Wi-Fi data travels on component streams on each of the frequency bands 2.4 GHz and 5GHz. Wi-Fi 5 and Wi-Fi 6 can carry the highest amount of streams, which allows for gigabit Wi-Fi speeds. Where Wi-Fi 6 goes further is that it increases the number of streams to 12 – A new high across the 2.4 and 5GHz bands. In comparison, Wi-Fi 5 only has a limit of 8 in a dual band configuration.

How do these streams affect your Wi-Fi? Not only does this increase in streams mean that you have access to a higher connection speed, it also means that your devices can communicate with your router via more paths. Compared to Wi-Fi 5 enabled devices, Wi-Fi 6 show an 40% increase in speed.

How is Wi-Fi 6 designed for the ‘Smart Home’?

Our homes are now full of smart devices. We can control the heating and the lights with the tap of a button on our phones. We can ask the postman to leave the parcel by the gate via our video doorbell. We turn music on via Alexa and we add to our shopping list by shouting Hey Google. We have smart TV’s as well as numerous laptops, tablets and smartphones all vying for a connection to the Wi-Fi. That’s a lot of devices. In fact, the average number of devices in the home has gone from 10 up to as many as 50. All of these put a load on your network.

Where does Wi-Fi 6 come in? Well, it’s been specifically designed to handle this demand on your Wi-Fi through the increase in devices – Without negatively impacting your internet speeds.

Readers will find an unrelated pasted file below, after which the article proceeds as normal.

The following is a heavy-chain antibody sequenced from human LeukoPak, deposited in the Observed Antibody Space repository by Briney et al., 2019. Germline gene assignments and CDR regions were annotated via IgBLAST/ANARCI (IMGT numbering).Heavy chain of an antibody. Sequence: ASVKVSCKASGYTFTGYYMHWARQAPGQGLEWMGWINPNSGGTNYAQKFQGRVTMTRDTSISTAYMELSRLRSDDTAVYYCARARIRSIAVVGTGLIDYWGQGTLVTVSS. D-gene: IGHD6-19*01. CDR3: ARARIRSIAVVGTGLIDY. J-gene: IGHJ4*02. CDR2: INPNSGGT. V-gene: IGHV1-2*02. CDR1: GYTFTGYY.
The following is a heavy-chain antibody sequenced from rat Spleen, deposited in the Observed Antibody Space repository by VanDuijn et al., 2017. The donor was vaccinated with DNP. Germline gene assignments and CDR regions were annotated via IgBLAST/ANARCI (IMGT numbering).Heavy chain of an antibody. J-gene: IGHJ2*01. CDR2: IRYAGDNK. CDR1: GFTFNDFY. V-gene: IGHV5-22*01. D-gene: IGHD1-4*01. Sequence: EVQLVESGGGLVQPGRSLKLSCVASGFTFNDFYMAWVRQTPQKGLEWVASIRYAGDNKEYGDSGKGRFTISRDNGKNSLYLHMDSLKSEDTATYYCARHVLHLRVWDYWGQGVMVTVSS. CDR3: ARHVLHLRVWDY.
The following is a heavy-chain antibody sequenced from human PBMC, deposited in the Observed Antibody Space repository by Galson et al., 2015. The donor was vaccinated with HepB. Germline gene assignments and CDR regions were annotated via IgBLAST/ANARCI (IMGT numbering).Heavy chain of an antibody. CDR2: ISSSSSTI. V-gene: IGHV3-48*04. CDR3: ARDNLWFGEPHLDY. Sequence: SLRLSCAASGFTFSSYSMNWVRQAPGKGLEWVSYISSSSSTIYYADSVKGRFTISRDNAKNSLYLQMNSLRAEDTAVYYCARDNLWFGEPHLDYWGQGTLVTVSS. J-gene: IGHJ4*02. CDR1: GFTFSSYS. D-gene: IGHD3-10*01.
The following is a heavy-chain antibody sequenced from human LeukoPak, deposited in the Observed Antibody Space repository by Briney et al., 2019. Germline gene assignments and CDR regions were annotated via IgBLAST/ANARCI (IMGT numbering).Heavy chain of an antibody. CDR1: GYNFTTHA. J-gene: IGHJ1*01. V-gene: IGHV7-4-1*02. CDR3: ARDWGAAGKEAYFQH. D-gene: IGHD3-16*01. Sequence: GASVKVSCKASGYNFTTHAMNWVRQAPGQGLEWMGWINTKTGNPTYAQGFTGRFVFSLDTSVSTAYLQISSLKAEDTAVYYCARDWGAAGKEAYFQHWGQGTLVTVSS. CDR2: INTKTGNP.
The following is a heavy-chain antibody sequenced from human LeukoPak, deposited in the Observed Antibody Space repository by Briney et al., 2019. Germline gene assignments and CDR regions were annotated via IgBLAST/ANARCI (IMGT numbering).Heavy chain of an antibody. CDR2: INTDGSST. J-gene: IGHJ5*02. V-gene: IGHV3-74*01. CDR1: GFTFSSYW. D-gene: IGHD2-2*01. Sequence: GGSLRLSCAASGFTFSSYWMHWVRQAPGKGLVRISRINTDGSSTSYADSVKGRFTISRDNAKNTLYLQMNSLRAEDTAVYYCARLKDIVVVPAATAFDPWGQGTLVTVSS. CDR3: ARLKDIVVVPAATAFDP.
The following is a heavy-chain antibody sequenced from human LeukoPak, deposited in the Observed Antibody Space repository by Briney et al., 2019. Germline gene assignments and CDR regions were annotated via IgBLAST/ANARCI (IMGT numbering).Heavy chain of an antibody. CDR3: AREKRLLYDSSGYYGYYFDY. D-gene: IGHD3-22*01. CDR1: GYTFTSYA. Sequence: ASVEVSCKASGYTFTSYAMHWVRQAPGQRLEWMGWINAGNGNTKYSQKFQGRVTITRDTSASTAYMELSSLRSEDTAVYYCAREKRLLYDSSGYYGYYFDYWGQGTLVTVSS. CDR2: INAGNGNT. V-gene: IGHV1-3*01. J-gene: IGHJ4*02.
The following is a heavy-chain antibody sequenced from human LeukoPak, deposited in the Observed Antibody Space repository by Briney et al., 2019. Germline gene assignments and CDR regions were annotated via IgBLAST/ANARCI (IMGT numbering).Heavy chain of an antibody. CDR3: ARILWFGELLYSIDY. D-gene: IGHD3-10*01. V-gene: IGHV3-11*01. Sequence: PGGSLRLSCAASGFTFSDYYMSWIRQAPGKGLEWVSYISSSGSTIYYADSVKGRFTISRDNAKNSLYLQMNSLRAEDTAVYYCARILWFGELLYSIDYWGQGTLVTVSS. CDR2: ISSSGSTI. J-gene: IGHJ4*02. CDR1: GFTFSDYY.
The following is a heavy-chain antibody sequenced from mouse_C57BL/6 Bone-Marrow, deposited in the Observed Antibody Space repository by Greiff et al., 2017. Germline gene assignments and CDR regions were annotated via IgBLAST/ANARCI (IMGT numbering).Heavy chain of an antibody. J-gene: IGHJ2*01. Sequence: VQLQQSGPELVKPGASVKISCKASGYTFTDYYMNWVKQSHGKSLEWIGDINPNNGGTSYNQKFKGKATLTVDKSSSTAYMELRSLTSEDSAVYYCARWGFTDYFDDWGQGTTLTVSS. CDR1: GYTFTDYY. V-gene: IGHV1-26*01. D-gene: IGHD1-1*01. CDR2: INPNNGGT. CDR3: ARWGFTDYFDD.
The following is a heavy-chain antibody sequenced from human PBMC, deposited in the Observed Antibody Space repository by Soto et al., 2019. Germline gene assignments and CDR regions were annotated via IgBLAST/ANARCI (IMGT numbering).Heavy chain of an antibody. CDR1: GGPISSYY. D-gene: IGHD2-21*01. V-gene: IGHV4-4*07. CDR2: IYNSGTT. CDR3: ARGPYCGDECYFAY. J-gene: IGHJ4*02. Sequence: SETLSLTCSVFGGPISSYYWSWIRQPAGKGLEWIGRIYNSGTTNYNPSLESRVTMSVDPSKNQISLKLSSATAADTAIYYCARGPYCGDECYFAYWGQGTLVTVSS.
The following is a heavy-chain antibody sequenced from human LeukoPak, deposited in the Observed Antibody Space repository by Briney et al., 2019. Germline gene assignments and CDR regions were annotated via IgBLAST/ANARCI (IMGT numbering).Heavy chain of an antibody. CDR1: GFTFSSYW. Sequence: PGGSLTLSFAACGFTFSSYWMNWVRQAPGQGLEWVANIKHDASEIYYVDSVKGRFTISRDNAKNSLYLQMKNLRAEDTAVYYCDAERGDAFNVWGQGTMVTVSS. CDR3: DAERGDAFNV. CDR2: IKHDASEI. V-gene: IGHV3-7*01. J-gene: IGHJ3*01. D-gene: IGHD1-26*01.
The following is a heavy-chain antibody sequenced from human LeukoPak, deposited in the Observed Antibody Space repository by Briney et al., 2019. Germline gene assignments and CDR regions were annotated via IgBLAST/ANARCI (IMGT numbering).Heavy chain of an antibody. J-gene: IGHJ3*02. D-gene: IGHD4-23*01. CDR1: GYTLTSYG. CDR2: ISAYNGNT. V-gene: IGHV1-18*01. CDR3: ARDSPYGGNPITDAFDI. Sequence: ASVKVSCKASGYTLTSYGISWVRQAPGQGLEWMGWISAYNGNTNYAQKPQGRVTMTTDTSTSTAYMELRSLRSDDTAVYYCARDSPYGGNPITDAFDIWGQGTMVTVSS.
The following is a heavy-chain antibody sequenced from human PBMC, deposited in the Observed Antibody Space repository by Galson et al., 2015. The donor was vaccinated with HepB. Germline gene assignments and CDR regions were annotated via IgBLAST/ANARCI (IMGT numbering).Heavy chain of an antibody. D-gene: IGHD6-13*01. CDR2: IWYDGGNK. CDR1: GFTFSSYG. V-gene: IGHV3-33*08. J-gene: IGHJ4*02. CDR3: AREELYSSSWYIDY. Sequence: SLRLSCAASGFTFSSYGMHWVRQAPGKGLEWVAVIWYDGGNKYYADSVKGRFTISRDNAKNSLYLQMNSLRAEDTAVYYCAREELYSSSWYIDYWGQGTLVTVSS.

How will this affect your home? This improvement in internet speed will provide more reliability – Vital if you’re depending on it for your lights, thermostat and other IoT devices. The last thing you want with all these devices running is interrupted connectivity. Thankfully, Wi-Fi 6 will help with that

How will Wi-Fi 6 help with video streaming?

A Wi-Fi 6 router would be ideal for 4K/8K UHD streaming.

If you’ve tried to stream 4K or 8K video, then you’ll know it requires a constant high-speed connection. In busy, device-heavy households where everyone is trying to stream high-definition video you’re likely to start seeing buffering – It’s a big load on the network.

Wi-Fi 6 routers could help with all that thought. Annoying buffering will be a thing of the past due to a Wi-Fi 6 router’s ultra-fast processors, increased number of radio streams and increased memory.